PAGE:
The Man asked for the girl’s number.

The Wife blew up. ‘What do you want her number for? You want to phone and meet her once she is gone. You want to make her your small house!’

‘I want to give her the money you owe her.’

‘I never said that I won’t give her. Inombori mariiko yaangatoda kuitira noise?’

‘It is her entitlement. She worked for it did she not?’

‘Kunyepera tsiye nyoro. You think I don’t know you. Shameless man!’

The Wife turned to the Maid and threatened, ‘If you give him your number I am going to beat you up.’

The Maid turned to her boss and said: ‘As of now, I am no longer your employee. It means that you no longer have any power over me. Therefore, if you try it I am going to fight you. And if I win the fight I might just kill you with these bare hands.’

The Wife saw and was surprised and disturbed that the Maid was actually serious.

And she was shaken inside.

She knew the Maid was strong. No one could handle the amount of work the amount of work that was the Maid’s routine without being strong.

The Maid gave the man her number.

The Man fiddled with his phone.

The Maid’s phone beeped and she checked it.

The Man said, ‘It’s done.’

The Maid said, ‘Mazviita henyu Baba. Mwari ave nemi.’

The Man said: ‘Please forgive me.’

The Maid went back inside the house.

The Wife fumed and went out of the gate.

The Man finished checking his car pulled out of the driveway and parked outside waiting for the school children.

They came out and there was another fight as to who would ride in front with him.

The Maid came out too, carrying all her belongings in a worn-out satchel and plastic paper bag.

The Man’s daughter came out of the car and held the maid’s hand imploring, ‘Please do not leave us Sisi.’

The Maid caressed the daughter’s head saying nothing.

The Son said, ‘Please.’

The Maid said, ‘I promise to visit you as often as I can.’

The Daughter asked, ‘Why are you lying to us Sisi?’

The woman appeared at the end of the lane with her two friends.

The Man whispered to himself: ‘Vakunda veJerusarema.’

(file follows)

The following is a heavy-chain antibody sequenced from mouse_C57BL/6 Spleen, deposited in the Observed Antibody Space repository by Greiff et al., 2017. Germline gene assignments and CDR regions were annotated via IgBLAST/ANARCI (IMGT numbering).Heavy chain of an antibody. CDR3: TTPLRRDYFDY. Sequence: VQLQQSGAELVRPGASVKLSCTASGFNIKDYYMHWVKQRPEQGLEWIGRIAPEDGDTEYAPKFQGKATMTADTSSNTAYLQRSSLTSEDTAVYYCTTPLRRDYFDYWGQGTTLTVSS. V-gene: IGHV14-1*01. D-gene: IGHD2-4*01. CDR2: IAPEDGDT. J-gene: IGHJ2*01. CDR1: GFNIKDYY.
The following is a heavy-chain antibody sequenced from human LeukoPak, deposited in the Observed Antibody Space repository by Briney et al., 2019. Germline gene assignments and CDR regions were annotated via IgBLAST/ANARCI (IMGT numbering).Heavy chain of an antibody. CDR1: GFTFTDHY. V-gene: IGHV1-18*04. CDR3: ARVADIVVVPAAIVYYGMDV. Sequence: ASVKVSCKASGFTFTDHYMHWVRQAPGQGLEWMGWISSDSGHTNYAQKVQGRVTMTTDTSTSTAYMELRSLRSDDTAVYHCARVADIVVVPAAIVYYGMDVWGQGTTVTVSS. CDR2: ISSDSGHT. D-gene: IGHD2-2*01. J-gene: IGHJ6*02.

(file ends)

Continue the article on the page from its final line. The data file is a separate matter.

That is what they called themselves in their church.

Shaking their bottoms at their ‘most reverend’ man of God!

He smiled in anger. Did they even know zvazvinoreva?  ‘Vakunda veJerusarema! kkkkkkkkk’

The Man did not understand how it was easy to buy expensive gifts of appreciation for the pastor for imaginary blessings and yet difficult to pay the house Maid for real services rendered.

Their walk was brisk.

The Man whispered under his breath, ‘Trouble is coming.’

He looked at the Maid.

The Maid did not look disturbed and it both relieved and worried him.

The Wife said, ‘Let us get back inside. I want to search your bag.’

The Maid said, ‘You can search it right here.’

One of the Wife’s friends wrenched the Maid’s satchel from her hand and ripped it open, damaging the zip in the process.

The Maid wailed: ‘What are you doing?

You should have let me open it myself. Look now, you have damaged the zip. How am I going to carry it now?’

The other friend shouted: ‘Thief!’ And she proceeded to scatter the Maid’s miserable belongings on the street.

Then she asked her friend, the Wife, ‘Has she stolen anything?’

The Wife said to her friends, ‘Don’t let her go yet. I must check my cutlery inside the house.’

The Maid stooped and started gathering her miserable belongings from the street.

The other daughter of Zion was toeing and making fun of one of the Maid’s yellowed panties full of holes as a sieve.

When the Maid attempted to get the panties, the daughter of Zion stepped on them and said, ‘Buy yourself a new pair.

Can’t you see kuti there’s nothing left to wear in that rag?’ The Maid gave up.

Her satchel was too tattered to hold what she had gathered.

She gave up and put everything in the paper bag.And as she moved to go, the daughter of Zion who had ripped the satchel held her hand and said, ‘Not so fast.’

The Maid put the paper bag down.

The Wife’s friend stood chest out, arms akimbo, left foot tapping the ground as they do in Nigerian movies.

The Maid drove a fist into the Wife’s friend’s belly and when she doubled in pain she drove her elbow into her fat back and she fell in a heap.

The other friend moved in.

The man stood between them.

The maid was smiling strangely.

The beaten friend whimpered: ‘She is just a maid!’

The Man asked: ‘Is she your maid? She is a human being. Out on this street you are equal citizens.’

The Man’s daughter emptied her books onto the car seat and offered the satchel to the Maid.

To be continued.